German photographer Heinz Peter Knes offers a new photographic perspective on the furnishing of the CAPC museum of contemporary art in Bordeaux, one of the famous interior designer Andrée Putman's most accomplished projects and a milestone in the history of design.
Carried out over ten years, the furnishing of the CAPC by Andrée Putman (1983/1990) is still considered as a model of integration, and asserts itself as a fruitful conjunction between a secular architecture (The Lainé Warehouse) and a context of contemporary production (CAPC museum). As a result, it responds to the specific needs a cultural life project.
Taking into account the variety of spaces and activities that make the CAPC unique, Andrée Putman imposed both a radical approach to design and a lifestyle in this exceptional environment, thus developping a powerful and consistent vision, a total and unique art work. Andrée Putman's proposal of a rich and innovative vocabulary at the CAPC,brings together numerous specific re-editions showing her commitment to creators from various generations (Mallet-Stevens armchairs, benches and chairs; Mariano Fortuny lamps...) but also many of her own designs, which will remain unique pieces (the museum's reception desk, drawer knobs, managment desk, writing-desk chairs, screens and their lecterns, japanese suspended lamps, adjustable tray tables for the library, etc.) This book, dedicated to Andrée Putman's work, aims to pay tribute to this ambitious project as well as the visual magnitude it represents.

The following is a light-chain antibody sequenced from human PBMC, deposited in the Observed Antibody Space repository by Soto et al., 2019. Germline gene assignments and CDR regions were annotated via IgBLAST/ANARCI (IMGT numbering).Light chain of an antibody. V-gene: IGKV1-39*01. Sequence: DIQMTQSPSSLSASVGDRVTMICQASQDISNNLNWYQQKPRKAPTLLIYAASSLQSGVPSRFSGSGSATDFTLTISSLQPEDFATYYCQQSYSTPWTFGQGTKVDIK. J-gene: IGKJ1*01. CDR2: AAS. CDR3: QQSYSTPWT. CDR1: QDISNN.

To reflect this greatness and go beyond the utopian vision that constitutes the archive images of the 90s, a new photographic eye was needed to reconcile the methodical inventory of Putman's style and the poetry of forms . The German photographer Heinz Peter Knes took up this challenge, and his images, which are at the heart of this book will report, more than 20 years later, the evolution of Andrée Putman's approach to design through the environment's mutations over time ; thus operating a visual dialectic between the proposed lifestyle and the daily use of the furniture.
Andrée Putman was born in 1925 in Paris. Abandoning her initial plan of a musical career, from the 1950s onwards she worked as a journalist and designer for the magazines “Elle” and “l'Oeil”. Open to the art of her time, she was acquainted with a number of artists such as Pierre Alechinsky, Bram Van Velde, Alberto Giacometti and Niki de Saint Phalle. Whilst working as a designer in 1958 for the Prisunic chain of shops and later for the Mafia agency in 1968, she intuitively spotted many future talents (Issey Miyake, Ossie Clark, Claude Montana and Thierry Mugler). From the 1980s onwards, Andrée Putman developed numerous projects, in interior design, rehabilitation, as well as the conversion of spaces into cultural sites, which little by little added to a growing international reputation (Morgans Hotel, New York; Boutiques Azzedine Alaïa, Paris; Musée d'art contemporain de Bordeaux; The Concorde; Musée des Beaux-Arts de Rouen). In 1978 she created the ECART study office and brought back to the light works by forgotten creative talents from the 1930s.